I put the question to the Obama administration. Here’s the answer, from a spokesperson for the Department of Health and Human Services:
“The Supreme Court held more than 25 years ago that agencies charged with administering statues have inherent authority to exercise discretion to ensure that their statutes are enforced in a manner that achieves statutory goals and are consistent with other administrative policies. Agencies may exercise this discretion in appropriate circumstances, including when implementing new or different regulatory regimes, and to ensure that transitional periods do not result in undue hardship.”
The Supreme Court case in question, HHS says, is Heckler v. Chaney in 1985. That case involved a lawsuit brought by inmates who were sentenced to death by states. They sued to force the FDA to take action to block the use of certain drugs in state lethal injections, on the theory that the FDA has no authority to approve this use of the drugs. But the Court ruled that private citizens cannot force a federal agency to bring an enforcement action, even one in keeping with federal statutes.
David Vladeck, an expert in administrative law at Georgetown Law, tells me that critics would likely point out that the specifics of the case are not parallel to the current argument over the Affordable Care Act. “The inevitable question will be, what does lethal injection have to do with the health law?” Vladeck said.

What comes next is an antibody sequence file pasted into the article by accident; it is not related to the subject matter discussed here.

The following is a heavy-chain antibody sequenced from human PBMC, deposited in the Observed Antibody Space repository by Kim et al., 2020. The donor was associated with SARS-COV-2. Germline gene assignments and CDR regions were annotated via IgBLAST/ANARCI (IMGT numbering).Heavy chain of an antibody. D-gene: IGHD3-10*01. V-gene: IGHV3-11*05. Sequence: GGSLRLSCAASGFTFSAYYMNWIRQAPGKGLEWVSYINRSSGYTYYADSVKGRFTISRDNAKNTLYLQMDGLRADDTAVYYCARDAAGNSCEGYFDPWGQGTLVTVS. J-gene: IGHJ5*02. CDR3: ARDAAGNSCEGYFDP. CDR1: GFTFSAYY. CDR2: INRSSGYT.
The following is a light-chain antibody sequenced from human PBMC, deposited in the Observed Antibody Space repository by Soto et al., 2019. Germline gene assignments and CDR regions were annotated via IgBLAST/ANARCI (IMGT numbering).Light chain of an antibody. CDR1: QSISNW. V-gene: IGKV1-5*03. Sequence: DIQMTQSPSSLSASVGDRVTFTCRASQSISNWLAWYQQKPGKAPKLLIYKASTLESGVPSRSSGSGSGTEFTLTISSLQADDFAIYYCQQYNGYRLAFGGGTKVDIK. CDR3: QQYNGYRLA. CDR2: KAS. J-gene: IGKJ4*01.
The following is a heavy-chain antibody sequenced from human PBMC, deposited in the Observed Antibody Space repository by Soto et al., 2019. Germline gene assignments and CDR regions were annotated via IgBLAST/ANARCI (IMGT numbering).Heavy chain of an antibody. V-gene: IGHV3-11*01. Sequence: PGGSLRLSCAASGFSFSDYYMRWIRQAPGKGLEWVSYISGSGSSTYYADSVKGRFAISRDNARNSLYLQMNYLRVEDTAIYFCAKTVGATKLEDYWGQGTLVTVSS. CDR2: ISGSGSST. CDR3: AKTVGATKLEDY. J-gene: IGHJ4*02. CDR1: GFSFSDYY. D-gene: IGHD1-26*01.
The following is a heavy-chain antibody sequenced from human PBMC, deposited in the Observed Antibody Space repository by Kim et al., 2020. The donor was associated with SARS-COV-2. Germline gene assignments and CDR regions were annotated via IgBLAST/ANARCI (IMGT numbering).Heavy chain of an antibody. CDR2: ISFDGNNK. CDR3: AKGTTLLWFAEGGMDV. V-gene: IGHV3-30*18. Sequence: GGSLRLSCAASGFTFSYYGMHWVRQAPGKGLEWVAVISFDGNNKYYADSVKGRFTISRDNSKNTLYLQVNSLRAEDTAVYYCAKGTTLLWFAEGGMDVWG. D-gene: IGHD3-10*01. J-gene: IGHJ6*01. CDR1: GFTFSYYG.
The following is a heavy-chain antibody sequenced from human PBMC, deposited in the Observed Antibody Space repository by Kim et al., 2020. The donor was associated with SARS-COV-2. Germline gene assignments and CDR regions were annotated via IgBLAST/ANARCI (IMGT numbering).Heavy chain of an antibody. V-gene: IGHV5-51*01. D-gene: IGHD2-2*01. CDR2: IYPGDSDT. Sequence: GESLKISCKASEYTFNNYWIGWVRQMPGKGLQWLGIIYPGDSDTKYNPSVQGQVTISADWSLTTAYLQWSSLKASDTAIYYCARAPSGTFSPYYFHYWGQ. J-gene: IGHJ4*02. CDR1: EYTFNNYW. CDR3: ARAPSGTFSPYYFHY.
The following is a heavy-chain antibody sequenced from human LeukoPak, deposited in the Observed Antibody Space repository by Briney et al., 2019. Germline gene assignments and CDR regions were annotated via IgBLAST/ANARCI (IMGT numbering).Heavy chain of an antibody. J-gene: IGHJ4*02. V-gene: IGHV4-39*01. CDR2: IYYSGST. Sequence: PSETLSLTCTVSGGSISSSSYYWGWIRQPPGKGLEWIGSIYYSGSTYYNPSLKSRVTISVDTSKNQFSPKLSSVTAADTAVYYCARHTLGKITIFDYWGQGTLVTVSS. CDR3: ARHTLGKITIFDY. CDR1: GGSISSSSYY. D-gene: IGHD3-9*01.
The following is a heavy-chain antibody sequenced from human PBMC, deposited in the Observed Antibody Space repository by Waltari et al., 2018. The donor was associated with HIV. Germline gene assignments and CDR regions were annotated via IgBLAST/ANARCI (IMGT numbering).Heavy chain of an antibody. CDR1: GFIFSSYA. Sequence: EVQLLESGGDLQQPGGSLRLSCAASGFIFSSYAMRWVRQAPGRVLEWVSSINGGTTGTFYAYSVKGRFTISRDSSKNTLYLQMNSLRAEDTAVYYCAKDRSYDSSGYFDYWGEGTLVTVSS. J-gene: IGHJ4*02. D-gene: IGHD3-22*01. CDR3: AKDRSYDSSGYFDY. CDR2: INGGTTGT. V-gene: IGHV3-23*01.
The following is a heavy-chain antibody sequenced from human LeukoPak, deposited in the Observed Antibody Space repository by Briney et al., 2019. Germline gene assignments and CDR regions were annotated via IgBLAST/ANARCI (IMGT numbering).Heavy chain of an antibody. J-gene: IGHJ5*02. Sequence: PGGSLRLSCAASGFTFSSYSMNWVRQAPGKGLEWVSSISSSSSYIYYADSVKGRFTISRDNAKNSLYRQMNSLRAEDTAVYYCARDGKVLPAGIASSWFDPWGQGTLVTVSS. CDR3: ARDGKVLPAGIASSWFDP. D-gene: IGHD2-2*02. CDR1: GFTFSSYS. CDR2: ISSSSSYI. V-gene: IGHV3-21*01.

But Vladeck clarified that the larger finding of the Court in that case does in fact support the administration’s reading of administrative law.
“The ultimate conclusion of the Court was that when it comes to using the various tools an agency has, it has very broad discretion, including refraining from enforcement actions, if the agency thinks this it will achieve its statutory goals,” said Vladeck, who was a political appointee to the FTC during Obama’s first term, but is widely quoted as an independent expert on these topics.
“The President does have discretion not to take enforcement action when he believes it would frustrate the purpose of federal law,” Vladeck added.
Vladeck said the problems with the health law had created a rare set of administrative and legal conundrums that virtually ensured that the legal rationale for a fix would appear odd at first glance.
“The administration is put in a position where they have to use what seems like an odd justification to delay the president’s signature achievement,” Vladeck concluded. “But I think they’re being responsible in doing it, and the legal case for it is solid.”
Critics of the law, one imagines, will not deem this persuasive. But there’s the rationale.